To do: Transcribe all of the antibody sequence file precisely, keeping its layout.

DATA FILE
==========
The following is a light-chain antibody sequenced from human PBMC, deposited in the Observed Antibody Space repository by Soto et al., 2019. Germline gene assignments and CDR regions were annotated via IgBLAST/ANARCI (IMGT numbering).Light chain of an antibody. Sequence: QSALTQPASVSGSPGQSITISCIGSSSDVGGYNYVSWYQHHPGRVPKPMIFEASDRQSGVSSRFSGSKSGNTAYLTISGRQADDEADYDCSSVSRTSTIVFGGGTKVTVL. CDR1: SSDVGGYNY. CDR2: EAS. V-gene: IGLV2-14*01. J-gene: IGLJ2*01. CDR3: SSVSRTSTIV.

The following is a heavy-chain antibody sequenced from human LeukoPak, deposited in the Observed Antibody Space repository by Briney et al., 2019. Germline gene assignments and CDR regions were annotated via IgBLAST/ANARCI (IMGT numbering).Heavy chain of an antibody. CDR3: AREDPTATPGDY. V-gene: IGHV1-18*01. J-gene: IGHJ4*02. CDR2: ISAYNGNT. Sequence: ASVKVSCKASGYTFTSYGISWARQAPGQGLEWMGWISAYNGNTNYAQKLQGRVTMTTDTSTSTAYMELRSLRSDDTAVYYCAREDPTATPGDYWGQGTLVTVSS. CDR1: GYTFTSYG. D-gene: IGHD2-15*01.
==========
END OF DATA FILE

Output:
The following is a light-chain antibody sequenced from human PBMC, deposited in the Observed Antibody Space repository by Soto et al., 2019. Germline gene assignments and CDR regions were annotated via IgBLAST/ANARCI (IMGT numbering).Light chain of an antibody. Sequence: QSALTQPASVSGSPGQSITISCIGSSSDVGGYNYVSWYQHHPGRVPKPMIFEASDRQSGVSSRFSGSKSGNTAYLTISGRQADDEADYDCSSVSRTSTIVFGGGTKVTVL. CDR1: SSDVGGYNY. CDR2: EAS. V-gene: IGLV2-14*01. J-gene: IGLJ2*01. CDR3: SSVSRTSTIV.

The following is a heavy-chain antibody sequenced from human LeukoPak, deposited in the Observed Antibody Space repository by Briney et al., 2019. Germline gene assignments and CDR regions were annotated via IgBLAST/ANARCI (IMGT numbering).Heavy chain of an antibody. CDR3: AREDPTATPGDY. V-gene: IGHV1-18*01. J-gene: IGHJ4*02. CDR2: ISAYNGNT. Sequence: ASVKVSCKASGYTFTSYGISWARQAPGQGLEWMGWISAYNGNTNYAQKLQGRVTMTTDTSTSTAYMELRSLRSDDTAVYYCAREDPTATPGDYWGQGTLVTVSS. CDR1: GYTFTSYG. D-gene: IGHD2-15*01.